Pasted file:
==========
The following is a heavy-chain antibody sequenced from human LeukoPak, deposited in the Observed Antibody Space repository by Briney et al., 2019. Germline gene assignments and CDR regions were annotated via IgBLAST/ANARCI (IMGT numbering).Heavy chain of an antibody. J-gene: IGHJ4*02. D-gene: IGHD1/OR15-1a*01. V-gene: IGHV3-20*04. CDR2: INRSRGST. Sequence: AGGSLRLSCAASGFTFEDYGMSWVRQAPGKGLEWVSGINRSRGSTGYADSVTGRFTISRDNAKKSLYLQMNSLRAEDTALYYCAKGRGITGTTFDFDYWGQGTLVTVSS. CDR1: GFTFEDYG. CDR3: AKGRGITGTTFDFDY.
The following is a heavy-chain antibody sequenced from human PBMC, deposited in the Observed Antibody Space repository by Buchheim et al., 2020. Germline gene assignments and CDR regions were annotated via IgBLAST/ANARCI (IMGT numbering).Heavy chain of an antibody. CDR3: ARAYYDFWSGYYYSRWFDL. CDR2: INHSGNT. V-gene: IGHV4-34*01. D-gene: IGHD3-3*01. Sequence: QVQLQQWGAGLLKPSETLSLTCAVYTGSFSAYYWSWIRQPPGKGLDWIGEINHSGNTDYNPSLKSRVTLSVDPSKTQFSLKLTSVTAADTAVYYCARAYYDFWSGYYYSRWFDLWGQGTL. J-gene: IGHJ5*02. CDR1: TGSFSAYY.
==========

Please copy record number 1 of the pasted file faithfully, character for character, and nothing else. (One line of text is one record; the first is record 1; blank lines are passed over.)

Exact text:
The following is a heavy-chain antibody sequenced from human LeukoPak, deposited in the Observed Antibody Space repository by Briney et al., 2019. Germline gene assignments and CDR regions were annotated via IgBLAST/ANARCI (IMGT numbering).Heavy chain of an antibody. J-gene: IGHJ4*02. D-gene: IGHD1/OR15-1a*01. V-gene: IGHV3-20*04. CDR2: INRSRGST. Sequence: AGGSLRLSCAASGFTFEDYGMSWVRQAPGKGLEWVSGINRSRGSTGYADSVTGRFTISRDNAKKSLYLQMNSLRAEDTALYYCAKGRGITGTTFDFDYWGQGTLVTVSS. CDR1: GFTFEDYG. CDR3: AKGRGITGTTFDFDY.